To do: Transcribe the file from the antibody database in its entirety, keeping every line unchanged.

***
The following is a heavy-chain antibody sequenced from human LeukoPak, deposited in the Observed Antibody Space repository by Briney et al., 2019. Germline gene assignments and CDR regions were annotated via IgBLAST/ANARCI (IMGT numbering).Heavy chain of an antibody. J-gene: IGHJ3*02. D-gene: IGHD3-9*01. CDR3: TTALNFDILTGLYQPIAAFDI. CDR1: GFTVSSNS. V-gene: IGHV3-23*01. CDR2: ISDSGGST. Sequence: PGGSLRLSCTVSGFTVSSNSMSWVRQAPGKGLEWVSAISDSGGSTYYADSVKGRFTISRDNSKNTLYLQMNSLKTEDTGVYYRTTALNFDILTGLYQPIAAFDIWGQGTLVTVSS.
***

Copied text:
The following is a heavy-chain antibody sequenced from human LeukoPak, deposited in the Observed Antibody Space repository by Briney et al., 2019. Germline gene assignments and CDR regions were annotated via IgBLAST/ANARCI (IMGT numbering).Heavy chain of an antibody. J-gene: IGHJ3*02. D-gene: IGHD3-9*01. CDR3: TTALNFDILTGLYQPIAAFDI. CDR1: GFTVSSNS. V-gene: IGHV3-23*01. CDR2: ISDSGGST. Sequence: PGGSLRLSCTVSGFTVSSNSMSWVRQAPGKGLEWVSAISDSGGSTYYADSVKGRFTISRDNSKNTLYLQMNSLKTEDTGVYYRTTALNFDILTGLYQPIAAFDIWGQGTLVTVSS.